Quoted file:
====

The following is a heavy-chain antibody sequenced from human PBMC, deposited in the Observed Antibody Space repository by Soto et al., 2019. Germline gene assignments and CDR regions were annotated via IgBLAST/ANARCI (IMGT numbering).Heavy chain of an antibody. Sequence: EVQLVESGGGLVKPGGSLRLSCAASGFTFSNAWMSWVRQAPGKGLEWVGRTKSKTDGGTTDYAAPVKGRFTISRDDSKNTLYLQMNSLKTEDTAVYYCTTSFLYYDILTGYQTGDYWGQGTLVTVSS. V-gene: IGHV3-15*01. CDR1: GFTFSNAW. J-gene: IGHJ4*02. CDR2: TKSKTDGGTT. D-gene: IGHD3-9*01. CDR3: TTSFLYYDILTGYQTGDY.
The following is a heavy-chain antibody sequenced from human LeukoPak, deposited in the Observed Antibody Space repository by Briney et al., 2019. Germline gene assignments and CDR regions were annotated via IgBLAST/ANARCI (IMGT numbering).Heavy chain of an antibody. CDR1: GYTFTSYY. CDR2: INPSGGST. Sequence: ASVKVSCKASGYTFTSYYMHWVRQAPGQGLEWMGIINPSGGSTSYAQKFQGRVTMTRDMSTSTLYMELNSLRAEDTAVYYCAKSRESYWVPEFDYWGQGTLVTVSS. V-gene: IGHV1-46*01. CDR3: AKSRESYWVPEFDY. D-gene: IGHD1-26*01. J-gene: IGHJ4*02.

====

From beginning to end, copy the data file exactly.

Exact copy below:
The following is a heavy-chain antibody sequenced from human PBMC, deposited in the Observed Antibody Space repository by Soto et al., 2019. Germline gene assignments and CDR regions were annotated via IgBLAST/ANARCI (IMGT numbering).Heavy chain of an antibody. Sequence: EVQLVESGGGLVKPGGSLRLSCAASGFTFSNAWMSWVRQAPGKGLEWVGRTKSKTDGGTTDYAAPVKGRFTISRDDSKNTLYLQMNSLKTEDTAVYYCTTSFLYYDILTGYQTGDYWGQGTLVTVSS. V-gene: IGHV3-15*01. CDR1: GFTFSNAW. J-gene: IGHJ4*02. CDR2: TKSKTDGGTT. D-gene: IGHD3-9*01. CDR3: TTSFLYYDILTGYQTGDY.
The following is a heavy-chain antibody sequenced from human LeukoPak, deposited in the Observed Antibody Space repository by Briney et al., 2019. Germline gene assignments and CDR regions were annotated via IgBLAST/ANARCI (IMGT numbering).Heavy chain of an antibody. CDR1: GYTFTSYY. CDR2: INPSGGST. Sequence: ASVKVSCKASGYTFTSYYMHWVRQAPGQGLEWMGIINPSGGSTSYAQKFQGRVTMTRDMSTSTLYMELNSLRAEDTAVYYCAKSRESYWVPEFDYWGQGTLVTVSS. V-gene: IGHV1-46*01. CDR3: AKSRESYWVPEFDY. D-gene: IGHD1-26*01. J-gene: IGHJ4*02.